Muslims’ pilgrimage and Eid: Celebrations of Abraham
By Tamim Saidi
Muslims’ Pilgrimage and Eid are celebrations of Abraham’s life and his struggles. Eid al-Adha (Festival of Sacrifice), which is the second of Muslims’ major annual celebrations, will be celebrated around the world, including Minnesota, around November 27, 2009 (and about 10 days earlier each year thereafter).
The two eids, Eid of Sacrifice and Eid of Ramadan, are joyous celebrations for the 1.5 billion Muslims around the world, and are as significant to the Muslims as Christmas is to Christians.
The Eid of Sacrifice and the pilgrimage (Hajj) are both celebrations and commemorations of the incredible sacrifices made by Prophet Abraham, peace be upon him, as his way of submitting to God, including his willingness to sacrifice his young son for the sake of God. Both of Abraham’s sons, Ishmael and Isaac, are considered prophets of God, and Muslims believe Prophet Muhammad is a descendant of Prophet Abraham through his son, Ishmael. Muslims also revere Prophet Moses (peace be upon him) and Prophet Jesus (peace be upon him) as prophets and messengers of God, and descendants of Prophet Abraham through his son Isaac (peace be upon him).
Abraham, who is widely known as the “father” of the three major monotheisms – Judaism, Christianity and Islam – has a lofty position for the Muslims. Five times a day, Muslims around the world send blessings and salutations on Abraham and his family, in their prayers.
The Qur’an, Muslims’ holy book, calls Abraham “a man of Truth, a Prophet” (19:41), “a model, devoutly obedient to God (a Muslim) and true in Faith” (16:120), “forbearing, compassionate” (11:75), and “the most tender-hearted” (9:114). Muslims believe it was Abraham who gave the name of “Submission” (Islam, in Arabic) to this religion. Muslims consider Abraham (peace be upon him) and his family “Muslims,” a Muslim literally meaning someone who is a monotheist and willingly submits his or her will to the will of God. Muslims also consider all of the prophets, including Prophet Moses (peace be upon him) and Prophet Jesus (peace be upon him), and those who truly followed them, as “Muslims.”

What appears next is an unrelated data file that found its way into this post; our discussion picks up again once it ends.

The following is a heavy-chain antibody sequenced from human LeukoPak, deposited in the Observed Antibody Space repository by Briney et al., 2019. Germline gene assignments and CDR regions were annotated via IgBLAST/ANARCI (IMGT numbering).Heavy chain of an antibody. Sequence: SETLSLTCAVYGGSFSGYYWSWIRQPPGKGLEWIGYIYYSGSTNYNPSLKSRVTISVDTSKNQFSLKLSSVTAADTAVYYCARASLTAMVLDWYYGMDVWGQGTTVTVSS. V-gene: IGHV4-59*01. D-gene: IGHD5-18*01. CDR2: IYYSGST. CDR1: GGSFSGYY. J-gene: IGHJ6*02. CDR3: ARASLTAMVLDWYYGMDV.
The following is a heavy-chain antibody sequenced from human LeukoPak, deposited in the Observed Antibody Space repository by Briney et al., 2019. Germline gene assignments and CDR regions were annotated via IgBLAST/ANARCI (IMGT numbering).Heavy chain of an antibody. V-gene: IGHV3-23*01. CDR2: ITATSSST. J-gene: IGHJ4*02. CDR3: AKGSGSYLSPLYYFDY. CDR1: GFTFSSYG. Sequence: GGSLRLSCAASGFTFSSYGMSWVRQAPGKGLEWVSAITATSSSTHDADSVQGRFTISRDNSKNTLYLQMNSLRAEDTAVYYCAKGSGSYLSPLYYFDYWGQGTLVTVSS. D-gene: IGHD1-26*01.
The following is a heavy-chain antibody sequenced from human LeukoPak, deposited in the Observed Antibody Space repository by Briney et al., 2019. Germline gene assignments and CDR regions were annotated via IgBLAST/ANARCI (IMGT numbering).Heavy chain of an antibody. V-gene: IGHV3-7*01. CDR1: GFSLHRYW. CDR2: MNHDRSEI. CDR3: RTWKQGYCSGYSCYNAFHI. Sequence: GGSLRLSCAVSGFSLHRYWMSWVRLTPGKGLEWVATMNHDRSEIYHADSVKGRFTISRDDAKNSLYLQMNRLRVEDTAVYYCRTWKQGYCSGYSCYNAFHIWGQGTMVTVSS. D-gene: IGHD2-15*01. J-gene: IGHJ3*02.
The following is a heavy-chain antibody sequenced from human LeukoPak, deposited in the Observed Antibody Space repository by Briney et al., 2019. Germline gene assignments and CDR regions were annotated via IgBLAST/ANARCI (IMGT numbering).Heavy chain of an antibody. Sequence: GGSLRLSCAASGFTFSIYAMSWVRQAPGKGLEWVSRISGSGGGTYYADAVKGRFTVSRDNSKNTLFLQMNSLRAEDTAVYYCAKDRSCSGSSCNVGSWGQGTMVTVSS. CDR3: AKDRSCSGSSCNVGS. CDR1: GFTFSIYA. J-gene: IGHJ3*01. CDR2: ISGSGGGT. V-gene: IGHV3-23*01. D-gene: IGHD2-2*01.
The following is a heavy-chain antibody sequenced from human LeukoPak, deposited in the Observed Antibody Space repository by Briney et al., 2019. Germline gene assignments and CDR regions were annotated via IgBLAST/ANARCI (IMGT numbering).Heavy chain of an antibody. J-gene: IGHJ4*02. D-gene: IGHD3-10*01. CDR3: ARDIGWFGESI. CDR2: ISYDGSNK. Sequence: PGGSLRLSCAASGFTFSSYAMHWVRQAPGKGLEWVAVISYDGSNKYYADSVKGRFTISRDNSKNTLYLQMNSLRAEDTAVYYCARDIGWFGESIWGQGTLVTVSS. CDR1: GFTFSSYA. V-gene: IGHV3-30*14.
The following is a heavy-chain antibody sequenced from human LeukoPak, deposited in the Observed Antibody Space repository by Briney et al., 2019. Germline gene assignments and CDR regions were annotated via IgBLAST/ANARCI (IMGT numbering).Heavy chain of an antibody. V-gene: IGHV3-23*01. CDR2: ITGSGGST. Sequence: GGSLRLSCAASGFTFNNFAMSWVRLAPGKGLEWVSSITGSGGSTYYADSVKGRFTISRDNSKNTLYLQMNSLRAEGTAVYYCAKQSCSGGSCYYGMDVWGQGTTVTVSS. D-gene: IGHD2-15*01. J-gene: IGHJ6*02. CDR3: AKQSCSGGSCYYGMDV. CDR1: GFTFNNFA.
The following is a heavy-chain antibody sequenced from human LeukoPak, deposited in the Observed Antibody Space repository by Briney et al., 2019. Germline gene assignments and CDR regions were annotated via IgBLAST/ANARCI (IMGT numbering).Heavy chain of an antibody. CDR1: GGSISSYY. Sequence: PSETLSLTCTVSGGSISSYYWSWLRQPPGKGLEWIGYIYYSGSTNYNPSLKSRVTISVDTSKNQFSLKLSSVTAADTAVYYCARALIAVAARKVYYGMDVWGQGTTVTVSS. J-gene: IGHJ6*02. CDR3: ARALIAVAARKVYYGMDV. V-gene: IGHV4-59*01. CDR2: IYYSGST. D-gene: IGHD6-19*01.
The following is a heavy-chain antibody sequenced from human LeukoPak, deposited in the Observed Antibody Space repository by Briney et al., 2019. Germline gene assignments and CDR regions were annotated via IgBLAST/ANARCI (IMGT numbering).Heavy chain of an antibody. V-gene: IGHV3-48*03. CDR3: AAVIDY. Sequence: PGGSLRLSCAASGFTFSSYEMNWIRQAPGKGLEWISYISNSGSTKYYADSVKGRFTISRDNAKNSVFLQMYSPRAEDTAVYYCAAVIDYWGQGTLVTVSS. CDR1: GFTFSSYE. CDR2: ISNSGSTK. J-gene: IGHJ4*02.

Although not identical, the story of Abraham in the Qur’an has a lot in common with the story of Abraham in the Bible.
The descendants of Abraham – Jews, Christians and Muslims – make up more than two-thirds of the world population. With so much in common, in this season of remembrance of Abraham, it serves humanity well for all of us to focus on our similarities rather than on our differences.
Tamim Saidi is an American Muslim and an active member of the Muslim community in Minnesota.